Portland International Airport, also known as PDX, is located in Portland, Oregon, just south of the Columbia River in Multnomah County. It’s a joint commercial and military airport, and it’s the largest in the state. With direct flights to Canada, Germany, Iceland, Japan, Mexico, the Netherlands, and the United Kingdom, as well as several non-stop connections to airport hubs throughout the United States, PDX carries 90 percent of all passenger air travel and more than 95 percent of air cargo in Oregon.
First located on Swan Island, Portland’s airport was built in 1926 and dedicated by Charles Lindbergh, who flew in for the occasion, in 1927. But the island and its airfield were limited in size, and so the current site was selected and purchased in 1936. The unidentified hijacker commonly known as D.B. Cooper parachuted with $200,000 from a Northwest Orient Airlines Flight that departed from Portland International Airport in 1971. (The case remains—tantalizingly—unsolved today.) Though it’s gone through several renovations, PDX still uses a terminal first built in 1959. When a 2014 update replaced a 1987 carpet design, some nostalgic Portland residents began making products that replicated the retro pattern, like socks.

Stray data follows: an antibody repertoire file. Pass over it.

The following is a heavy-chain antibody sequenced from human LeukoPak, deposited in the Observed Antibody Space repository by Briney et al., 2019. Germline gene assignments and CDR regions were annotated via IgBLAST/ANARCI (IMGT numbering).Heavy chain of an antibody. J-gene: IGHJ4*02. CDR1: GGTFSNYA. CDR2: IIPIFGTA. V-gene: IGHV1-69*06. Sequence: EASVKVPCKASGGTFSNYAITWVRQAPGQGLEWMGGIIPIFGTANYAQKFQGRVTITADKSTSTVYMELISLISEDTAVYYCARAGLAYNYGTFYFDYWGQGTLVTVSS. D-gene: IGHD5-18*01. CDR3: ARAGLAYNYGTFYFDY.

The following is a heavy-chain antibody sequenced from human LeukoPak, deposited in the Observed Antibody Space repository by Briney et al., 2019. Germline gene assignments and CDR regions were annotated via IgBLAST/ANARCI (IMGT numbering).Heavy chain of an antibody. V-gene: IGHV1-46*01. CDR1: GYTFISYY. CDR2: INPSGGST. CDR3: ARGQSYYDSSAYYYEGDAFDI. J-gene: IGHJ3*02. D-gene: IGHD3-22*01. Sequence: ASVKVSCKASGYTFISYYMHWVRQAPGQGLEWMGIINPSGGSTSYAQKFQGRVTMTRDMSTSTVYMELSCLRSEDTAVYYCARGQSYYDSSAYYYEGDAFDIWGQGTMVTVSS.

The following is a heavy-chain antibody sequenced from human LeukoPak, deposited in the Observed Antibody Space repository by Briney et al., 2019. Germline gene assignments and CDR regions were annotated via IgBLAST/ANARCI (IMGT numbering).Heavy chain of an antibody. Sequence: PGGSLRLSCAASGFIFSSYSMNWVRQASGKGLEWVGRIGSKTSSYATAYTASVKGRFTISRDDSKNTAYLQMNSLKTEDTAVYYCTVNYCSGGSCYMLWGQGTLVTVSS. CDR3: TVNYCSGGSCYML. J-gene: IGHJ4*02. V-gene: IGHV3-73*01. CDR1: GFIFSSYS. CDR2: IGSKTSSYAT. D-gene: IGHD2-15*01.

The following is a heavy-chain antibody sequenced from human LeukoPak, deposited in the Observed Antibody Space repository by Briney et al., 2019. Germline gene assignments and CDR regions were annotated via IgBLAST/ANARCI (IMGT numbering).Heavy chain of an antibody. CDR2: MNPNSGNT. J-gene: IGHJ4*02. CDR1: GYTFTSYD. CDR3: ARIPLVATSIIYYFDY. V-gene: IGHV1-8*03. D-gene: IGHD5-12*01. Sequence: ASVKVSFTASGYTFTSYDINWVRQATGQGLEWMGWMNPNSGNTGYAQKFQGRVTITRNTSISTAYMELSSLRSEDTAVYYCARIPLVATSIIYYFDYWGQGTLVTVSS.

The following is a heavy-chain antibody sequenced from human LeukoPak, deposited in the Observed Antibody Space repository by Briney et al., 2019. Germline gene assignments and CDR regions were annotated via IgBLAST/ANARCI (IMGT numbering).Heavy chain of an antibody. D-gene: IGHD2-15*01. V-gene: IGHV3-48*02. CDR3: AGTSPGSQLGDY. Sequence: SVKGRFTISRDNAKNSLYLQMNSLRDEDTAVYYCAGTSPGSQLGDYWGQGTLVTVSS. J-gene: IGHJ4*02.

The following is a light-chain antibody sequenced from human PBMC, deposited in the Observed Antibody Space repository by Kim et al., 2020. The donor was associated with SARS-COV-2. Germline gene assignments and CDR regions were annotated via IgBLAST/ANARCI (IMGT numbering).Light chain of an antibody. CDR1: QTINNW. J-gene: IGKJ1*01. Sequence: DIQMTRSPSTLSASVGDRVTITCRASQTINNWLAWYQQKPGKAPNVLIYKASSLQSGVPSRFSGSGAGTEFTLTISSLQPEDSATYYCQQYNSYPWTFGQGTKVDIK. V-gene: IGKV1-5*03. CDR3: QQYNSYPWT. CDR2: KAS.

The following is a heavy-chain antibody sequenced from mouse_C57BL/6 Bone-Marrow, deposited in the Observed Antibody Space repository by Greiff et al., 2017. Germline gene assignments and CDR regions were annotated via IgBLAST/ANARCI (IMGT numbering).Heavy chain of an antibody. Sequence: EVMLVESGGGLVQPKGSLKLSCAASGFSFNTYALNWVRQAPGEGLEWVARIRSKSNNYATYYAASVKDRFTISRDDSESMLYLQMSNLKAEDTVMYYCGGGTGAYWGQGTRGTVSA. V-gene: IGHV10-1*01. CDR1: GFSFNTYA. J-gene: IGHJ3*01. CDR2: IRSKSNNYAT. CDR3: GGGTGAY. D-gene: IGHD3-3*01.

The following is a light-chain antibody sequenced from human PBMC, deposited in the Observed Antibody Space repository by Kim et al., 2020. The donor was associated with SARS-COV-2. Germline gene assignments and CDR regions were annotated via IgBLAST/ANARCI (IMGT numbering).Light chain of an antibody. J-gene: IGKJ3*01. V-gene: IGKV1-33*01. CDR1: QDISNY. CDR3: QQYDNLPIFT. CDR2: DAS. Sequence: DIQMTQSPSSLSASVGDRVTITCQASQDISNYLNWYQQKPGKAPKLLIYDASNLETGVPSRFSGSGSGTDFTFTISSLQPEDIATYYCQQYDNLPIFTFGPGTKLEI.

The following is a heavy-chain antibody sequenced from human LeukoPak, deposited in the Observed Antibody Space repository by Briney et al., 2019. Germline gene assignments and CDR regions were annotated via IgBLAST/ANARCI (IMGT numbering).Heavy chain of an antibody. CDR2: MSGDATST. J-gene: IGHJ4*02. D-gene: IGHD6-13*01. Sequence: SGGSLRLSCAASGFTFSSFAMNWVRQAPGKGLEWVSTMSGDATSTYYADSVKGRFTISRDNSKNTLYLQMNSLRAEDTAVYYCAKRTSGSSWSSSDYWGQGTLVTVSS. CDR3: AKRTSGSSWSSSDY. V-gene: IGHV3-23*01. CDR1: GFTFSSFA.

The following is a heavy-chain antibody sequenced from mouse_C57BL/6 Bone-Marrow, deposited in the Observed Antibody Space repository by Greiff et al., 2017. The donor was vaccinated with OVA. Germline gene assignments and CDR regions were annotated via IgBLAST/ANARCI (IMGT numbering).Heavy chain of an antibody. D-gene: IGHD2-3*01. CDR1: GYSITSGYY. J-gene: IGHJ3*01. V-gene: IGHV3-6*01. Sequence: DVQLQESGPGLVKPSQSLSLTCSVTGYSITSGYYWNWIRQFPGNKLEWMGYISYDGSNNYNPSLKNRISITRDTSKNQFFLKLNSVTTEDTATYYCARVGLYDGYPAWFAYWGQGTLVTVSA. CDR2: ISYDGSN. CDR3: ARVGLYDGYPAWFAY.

The Tri-County Metropolitan Transportation District of Oregon, or TriMet, runs a MAX Red Line light rail service to the airport, which connects PDX to downtown and beyond, ending in Beaverton. Reflecting the bike friendly city, the Portland airport also provides facilities for travelers who take their bicycles to the airport. A multi-use path connecting to a regional trail system provides a safe path for cyclists to get to and from the airport, secure bicycle parking provides travelers a place to store their bikes while away, and a bike assembly and repair station—complete with bike tools—provides people flying with their bikes a place to assemble or disassemble them before or after flights.